I think I finally figured out the problem - I'm in the wrong time zone. I'm getting up and going to bed about 3 hours later than I really should - so since Hawaii is three hours later than L.A., would my problem disappear if I were living in Hawaii instead? Is my internal body schedule tied to the earth and "time" as an abstract concept, or am I somehow fixated on the actual time constraints of L.A.? If I were living in Hawaii, would I then be in sync with how their workday goes, or would I still end up being more comfortable doing things 3 hours later than I should there, which means that I would have to keep moving 3 hours west in an elusive and futile quest to find the natural time zone for me?

But then, I don't want to live in Hawaii (or in the middle of the ocean for that matter). I've never been there (Hawaii or the middle of the ocean), and I hear it's nice (Hawaii, not the middle of the ocean), but I don't think I want to live on an island (in the middle of the ocean). OK, technically, North America is an island, but you get the idea. (I can't figure out how to squeeze in an ocean reference here. OK, I'll stop.)

I've not had to deal with differing time zones much. Sometimes, I've adjusted well, and sometimes not. When I was in London eons ago, I didn't really have a problem adjusting to the 8-hour time difference when I got there. However, because of various extenuating circumstances, adjusting to the time change when I came back to L.A. was a nightmare. When I've been in places that had a one or two hour time difference, it hasn't been a big deal. When I've been on the east coast, my adaptation has varied. Recent trips to New York, Florida and Connecticut and an older visit to Washington D.C. did not yield any time-zone adaptation problems. On my first trip to New York, I did have a bit of a problem, but that's because I had a red-eye flight (which I am *NEVER* doing again), leaving L.A. at about midnight, and it wasn't a very comfortable seat or airplane, so I didn't get much sleep, and then they woke me up at what I thought was about 3 in the morning and tried to feed me nasty airplane food. That's not to say all airplane food is nasty, but this stuff was, moreso because it was the middle of a frickin' sleep-little night for me. It took me a few days to adjust to New York time on that trip.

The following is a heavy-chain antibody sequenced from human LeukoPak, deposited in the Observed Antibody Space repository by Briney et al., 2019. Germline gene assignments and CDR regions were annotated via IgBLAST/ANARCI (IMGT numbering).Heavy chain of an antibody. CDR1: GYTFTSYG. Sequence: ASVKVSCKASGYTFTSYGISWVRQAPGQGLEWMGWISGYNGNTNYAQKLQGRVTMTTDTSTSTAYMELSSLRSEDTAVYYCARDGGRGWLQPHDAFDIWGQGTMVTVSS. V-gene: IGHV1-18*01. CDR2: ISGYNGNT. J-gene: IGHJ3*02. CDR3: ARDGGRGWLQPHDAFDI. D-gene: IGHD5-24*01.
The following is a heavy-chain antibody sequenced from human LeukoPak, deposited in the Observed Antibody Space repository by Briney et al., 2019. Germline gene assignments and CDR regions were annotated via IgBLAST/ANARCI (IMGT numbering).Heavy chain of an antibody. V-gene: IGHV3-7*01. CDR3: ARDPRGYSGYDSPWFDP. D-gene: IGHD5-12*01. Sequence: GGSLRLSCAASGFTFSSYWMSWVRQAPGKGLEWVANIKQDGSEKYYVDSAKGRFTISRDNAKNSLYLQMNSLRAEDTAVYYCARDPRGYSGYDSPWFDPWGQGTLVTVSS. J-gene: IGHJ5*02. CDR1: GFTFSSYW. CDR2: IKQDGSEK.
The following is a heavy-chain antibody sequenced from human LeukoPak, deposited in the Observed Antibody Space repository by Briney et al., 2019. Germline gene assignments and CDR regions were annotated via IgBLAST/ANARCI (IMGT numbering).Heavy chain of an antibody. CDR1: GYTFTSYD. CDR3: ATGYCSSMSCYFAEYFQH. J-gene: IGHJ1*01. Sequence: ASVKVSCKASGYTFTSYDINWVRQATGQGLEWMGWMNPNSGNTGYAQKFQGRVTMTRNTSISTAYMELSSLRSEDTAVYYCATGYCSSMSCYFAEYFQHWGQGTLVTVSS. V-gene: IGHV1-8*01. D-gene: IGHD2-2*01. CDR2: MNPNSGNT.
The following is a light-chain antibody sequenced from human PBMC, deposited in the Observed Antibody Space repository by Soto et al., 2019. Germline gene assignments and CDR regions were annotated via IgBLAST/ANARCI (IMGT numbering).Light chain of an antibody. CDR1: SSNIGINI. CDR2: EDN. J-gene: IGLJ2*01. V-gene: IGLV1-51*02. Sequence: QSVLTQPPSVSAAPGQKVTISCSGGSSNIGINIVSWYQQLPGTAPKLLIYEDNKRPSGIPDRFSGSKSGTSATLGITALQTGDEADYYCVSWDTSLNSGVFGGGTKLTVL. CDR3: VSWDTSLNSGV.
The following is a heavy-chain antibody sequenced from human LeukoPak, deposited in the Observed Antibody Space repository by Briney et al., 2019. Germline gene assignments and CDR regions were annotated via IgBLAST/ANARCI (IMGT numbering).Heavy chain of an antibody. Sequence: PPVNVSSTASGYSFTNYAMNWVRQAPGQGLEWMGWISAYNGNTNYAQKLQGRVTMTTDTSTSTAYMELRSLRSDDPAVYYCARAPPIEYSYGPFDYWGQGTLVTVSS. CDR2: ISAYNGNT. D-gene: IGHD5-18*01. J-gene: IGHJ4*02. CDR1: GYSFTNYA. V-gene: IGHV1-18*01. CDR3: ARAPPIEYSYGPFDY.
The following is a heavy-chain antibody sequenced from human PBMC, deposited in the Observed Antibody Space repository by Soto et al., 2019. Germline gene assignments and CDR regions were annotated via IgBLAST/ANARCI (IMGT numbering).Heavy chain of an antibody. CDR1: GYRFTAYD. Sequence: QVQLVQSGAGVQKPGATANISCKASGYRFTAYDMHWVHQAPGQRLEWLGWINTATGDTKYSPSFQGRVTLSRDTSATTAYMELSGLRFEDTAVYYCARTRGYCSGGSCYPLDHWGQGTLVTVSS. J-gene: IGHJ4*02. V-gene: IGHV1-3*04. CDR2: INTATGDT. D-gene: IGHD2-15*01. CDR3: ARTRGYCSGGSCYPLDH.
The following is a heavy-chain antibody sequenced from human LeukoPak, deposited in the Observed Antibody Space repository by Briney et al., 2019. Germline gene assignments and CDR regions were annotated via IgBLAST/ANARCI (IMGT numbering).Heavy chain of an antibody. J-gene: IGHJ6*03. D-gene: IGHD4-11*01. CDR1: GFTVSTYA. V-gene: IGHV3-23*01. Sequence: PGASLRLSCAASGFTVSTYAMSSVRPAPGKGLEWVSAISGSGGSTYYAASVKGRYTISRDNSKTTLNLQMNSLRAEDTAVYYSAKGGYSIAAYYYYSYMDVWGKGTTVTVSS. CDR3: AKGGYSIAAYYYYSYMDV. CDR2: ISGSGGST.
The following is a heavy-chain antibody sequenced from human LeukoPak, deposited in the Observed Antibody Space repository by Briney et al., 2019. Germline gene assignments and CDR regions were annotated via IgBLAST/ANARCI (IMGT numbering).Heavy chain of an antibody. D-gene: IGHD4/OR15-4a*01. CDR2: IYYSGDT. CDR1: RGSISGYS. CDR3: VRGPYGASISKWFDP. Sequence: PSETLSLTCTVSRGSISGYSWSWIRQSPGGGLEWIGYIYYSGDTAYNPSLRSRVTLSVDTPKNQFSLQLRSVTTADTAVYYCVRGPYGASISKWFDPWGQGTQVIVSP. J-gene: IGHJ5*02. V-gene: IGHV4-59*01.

On my first trip to Washington, D.C. with a friend, we initially tried to go with local time, but as the week wore on, we discovered that we were having dinner later and later, and by the last couple days, she and I were having dinner at about 9pm local time, which was at least closer to our regular dinner time. On a trip to New York two years ago, though, the husband and I pretty much just went right into New York time, so we were having dinner fairly early, relatively speaking.

And yes, before someone else mentions it, I was in Reno last year and had no idea what time zone I was in, so maybe it's not entirely a time zone issue.